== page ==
“Today’s Gospel tells us that no one can be the servant of two masters, and Blessed John Henry’s teaching on prayer explains how the faithful Christian is definitively taken into the service of the one true Master, Who alone has a claim to our unconditional devotion. Newman helps us to understand what this means for our daily lives: he tells us that our divine Master has assigned a specific task to each one of us, a ‘definite service’, committed uniquely to every single person”.
“The definite service to which Blessed John Henry was called involved applying his keen intellect and his prolific pen to many of the most pressing ‘subjects of the day’. His insights into the relationship between faith and reason, into the vital place of revealed religion in civilised society, and into the need for a broadly-based and wide-ranging approach to education were not only of profound importance for Victorian England, but continue today to inspire and enlighten many all over the world”.
The Holy Father continued his homily by paying “particular tribute” to Cardinal Newman’s “vision for education, which has done so much to shape the ethos that is the driving force behind Catholic schools and colleges today. Firmly opposed to any reductive or utilitarian approach, he sought to achieve an educational environment in which intellectual training, moral discipline and religious commitment would come together. The project to found a Catholic University in Ireland provided him with an opportunity to develop his ideas on the subject, and the collection of discourses that he published as ‘The Idea of a University’ holds up an ideal from which all those engaged in academic formation can continue to learn. … On this day, … I pray that, through his intercession and example, all who are engaged in the task of teaching and catechesis will be inspired to greater effort by the vision he so clearly sets before us”.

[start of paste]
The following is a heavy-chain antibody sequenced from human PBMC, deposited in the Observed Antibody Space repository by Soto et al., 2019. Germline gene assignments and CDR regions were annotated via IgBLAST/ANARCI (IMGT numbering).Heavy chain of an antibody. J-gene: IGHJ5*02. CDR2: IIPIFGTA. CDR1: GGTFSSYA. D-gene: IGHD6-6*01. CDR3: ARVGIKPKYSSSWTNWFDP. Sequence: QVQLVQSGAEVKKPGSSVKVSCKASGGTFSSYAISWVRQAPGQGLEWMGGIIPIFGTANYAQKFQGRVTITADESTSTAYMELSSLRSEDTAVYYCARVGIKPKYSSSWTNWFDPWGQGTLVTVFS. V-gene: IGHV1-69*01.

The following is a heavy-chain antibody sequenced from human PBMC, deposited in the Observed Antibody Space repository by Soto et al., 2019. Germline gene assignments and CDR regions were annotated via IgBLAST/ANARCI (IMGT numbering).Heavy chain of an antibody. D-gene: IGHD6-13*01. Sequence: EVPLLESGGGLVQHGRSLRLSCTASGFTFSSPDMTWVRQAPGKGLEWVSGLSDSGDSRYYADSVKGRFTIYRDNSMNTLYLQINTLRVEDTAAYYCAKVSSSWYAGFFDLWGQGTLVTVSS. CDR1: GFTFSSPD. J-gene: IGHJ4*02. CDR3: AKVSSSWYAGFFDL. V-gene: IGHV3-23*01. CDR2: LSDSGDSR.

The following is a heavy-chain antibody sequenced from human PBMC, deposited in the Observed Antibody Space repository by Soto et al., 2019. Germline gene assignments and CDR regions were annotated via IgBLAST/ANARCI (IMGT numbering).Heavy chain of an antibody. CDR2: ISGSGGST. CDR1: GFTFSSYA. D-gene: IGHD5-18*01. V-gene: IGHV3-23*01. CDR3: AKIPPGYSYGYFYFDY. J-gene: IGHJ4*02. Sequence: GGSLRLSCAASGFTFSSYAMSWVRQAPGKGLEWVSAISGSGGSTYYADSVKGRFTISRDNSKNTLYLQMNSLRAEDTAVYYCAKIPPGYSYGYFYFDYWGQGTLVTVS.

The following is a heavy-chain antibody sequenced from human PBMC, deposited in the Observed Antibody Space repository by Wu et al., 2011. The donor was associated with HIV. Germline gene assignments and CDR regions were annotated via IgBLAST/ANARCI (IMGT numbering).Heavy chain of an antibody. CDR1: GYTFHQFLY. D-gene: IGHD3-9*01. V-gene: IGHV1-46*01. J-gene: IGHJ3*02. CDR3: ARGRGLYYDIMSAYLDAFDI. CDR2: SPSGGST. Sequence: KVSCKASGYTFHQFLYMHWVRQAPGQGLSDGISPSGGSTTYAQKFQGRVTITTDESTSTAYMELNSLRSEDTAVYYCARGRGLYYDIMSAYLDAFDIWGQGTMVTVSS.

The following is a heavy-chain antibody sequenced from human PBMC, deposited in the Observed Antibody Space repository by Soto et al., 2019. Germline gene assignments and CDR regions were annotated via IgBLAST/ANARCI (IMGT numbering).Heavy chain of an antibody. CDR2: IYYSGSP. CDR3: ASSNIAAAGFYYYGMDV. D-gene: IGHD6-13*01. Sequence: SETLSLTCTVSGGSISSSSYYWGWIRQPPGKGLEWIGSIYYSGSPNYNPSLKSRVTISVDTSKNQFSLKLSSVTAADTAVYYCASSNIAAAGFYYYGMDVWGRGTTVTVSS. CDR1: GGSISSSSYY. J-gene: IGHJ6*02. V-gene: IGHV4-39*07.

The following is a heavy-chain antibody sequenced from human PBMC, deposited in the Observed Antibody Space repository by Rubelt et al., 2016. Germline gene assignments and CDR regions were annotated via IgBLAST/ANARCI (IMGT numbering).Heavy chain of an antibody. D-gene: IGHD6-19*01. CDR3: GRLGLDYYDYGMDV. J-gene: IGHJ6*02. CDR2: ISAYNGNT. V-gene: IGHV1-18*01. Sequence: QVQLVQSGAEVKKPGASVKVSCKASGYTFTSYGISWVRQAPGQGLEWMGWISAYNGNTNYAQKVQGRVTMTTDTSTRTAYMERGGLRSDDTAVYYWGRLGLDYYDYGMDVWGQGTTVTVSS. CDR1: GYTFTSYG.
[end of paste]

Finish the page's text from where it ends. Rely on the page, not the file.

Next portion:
Finally, Benedict XVI mentioned the “warmth and humanity underlying” the new blessed’s “appreciation of the pastoral ministry. … He lived out that profoundly human vision of priestly ministry in his devoted care for the people of Birmingham during the years that he spent at the Oratory he founded, visiting the sick and the poor, comforting the bereaved, caring for those in prison.
“No wonder that on his death so many thousands of people lined the local streets as his body was taken to its place of burial not half a mile from here. One hundred and twenty years later, great crowds have assembled once again to rejoice in the Church’s solemn recognition of the outstanding holiness of this much-loved father of souls”.
Following Mass the Pope prayed the Angelus, expressing a special greeting to “the people of Seville, Spain, where, just yesterday, Madre Maria de la Purisima de la Cruz was beatified”. May she, he said, “be an inspiration to young women to follow her example of single-minded love of God and neighbour”.
He continued: “When Blessed John Henry Newman came to live in Birmingham, he gave the name ‘Maryvale’ to his first home here. The Oratory that he founded is dedicated to the Immaculate Conception of the Blessed Virgin. And the Catholic University of Ireland he placed under the patronage of Mary, ‘Sedes Sapientiae’. In so many ways, he lived his priestly ministry in a spirit of filial devotion to the Mother of God”.
At 12.40 the Pope left Cofton Park and travelled by car to the Oratory of St. Philip Neri in Birmingham, where the cardinal lived from his conversion until his death on 11 August 1890. There Benedict XVI visited the blessed’s room, which has now been transformed into a museum. He then went on to Birmingham’s Oscott College where he had lunch.